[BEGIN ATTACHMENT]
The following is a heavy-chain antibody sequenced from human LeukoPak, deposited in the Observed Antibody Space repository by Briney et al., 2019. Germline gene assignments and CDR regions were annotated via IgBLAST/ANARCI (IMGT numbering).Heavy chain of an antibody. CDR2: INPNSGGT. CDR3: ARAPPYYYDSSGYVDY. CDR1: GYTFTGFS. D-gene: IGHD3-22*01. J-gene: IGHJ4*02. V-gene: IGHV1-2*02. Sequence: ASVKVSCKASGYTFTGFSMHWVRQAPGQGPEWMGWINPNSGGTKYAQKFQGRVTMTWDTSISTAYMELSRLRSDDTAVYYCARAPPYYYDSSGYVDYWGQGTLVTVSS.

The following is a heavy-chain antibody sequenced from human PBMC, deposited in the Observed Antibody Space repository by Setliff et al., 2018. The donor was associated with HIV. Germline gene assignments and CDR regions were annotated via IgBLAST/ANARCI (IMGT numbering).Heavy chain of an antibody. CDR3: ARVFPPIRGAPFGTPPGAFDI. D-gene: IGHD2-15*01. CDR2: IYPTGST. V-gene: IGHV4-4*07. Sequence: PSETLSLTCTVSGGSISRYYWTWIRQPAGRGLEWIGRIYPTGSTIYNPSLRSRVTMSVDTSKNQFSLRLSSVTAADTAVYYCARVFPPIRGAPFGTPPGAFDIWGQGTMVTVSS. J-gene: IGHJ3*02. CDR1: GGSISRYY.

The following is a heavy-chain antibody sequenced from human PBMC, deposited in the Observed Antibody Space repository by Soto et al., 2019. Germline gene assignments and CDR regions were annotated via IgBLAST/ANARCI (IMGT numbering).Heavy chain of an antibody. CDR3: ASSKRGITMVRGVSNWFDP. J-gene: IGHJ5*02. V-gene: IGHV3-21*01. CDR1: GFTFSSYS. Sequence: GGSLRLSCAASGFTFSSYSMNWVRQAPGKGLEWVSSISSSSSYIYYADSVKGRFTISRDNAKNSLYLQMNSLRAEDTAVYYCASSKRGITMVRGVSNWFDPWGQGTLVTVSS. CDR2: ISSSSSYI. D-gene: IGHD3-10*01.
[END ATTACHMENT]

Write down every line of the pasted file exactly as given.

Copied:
The following is a heavy-chain antibody sequenced from human LeukoPak, deposited in the Observed Antibody Space repository by Briney et al., 2019. Germline gene assignments and CDR regions were annotated via IgBLAST/ANARCI (IMGT numbering).Heavy chain of an antibody. CDR2: INPNSGGT. CDR3: ARAPPYYYDSSGYVDY. CDR1: GYTFTGFS. D-gene: IGHD3-22*01. J-gene: IGHJ4*02. V-gene: IGHV1-2*02. Sequence: ASVKVSCKASGYTFTGFSMHWVRQAPGQGPEWMGWINPNSGGTKYAQKFQGRVTMTWDTSISTAYMELSRLRSDDTAVYYCARAPPYYYDSSGYVDYWGQGTLVTVSS.

The following is a heavy-chain antibody sequenced from human PBMC, deposited in the Observed Antibody Space repository by Setliff et al., 2018. The donor was associated with HIV. Germline gene assignments and CDR regions were annotated via IgBLAST/ANARCI (IMGT numbering).Heavy chain of an antibody. CDR3: ARVFPPIRGAPFGTPPGAFDI. D-gene: IGHD2-15*01. CDR2: IYPTGST. V-gene: IGHV4-4*07. Sequence: PSETLSLTCTVSGGSISRYYWTWIRQPAGRGLEWIGRIYPTGSTIYNPSLRSRVTMSVDTSKNQFSLRLSSVTAADTAVYYCARVFPPIRGAPFGTPPGAFDIWGQGTMVTVSS. J-gene: IGHJ3*02. CDR1: GGSISRYY.

The following is a heavy-chain antibody sequenced from human PBMC, deposited in the Observed Antibody Space repository by Soto et al., 2019. Germline gene assignments and CDR regions were annotated via IgBLAST/ANARCI (IMGT numbering).Heavy chain of an antibody. CDR3: ASSKRGITMVRGVSNWFDP. J-gene: IGHJ5*02. V-gene: IGHV3-21*01. CDR1: GFTFSSYS. Sequence: GGSLRLSCAASGFTFSSYSMNWVRQAPGKGLEWVSSISSSSSYIYYADSVKGRFTISRDNAKNSLYLQMNSLRAEDTAVYYCASSKRGITMVRGVSNWFDPWGQGTLVTVSS. CDR2: ISSSSSYI. D-gene: IGHD3-10*01.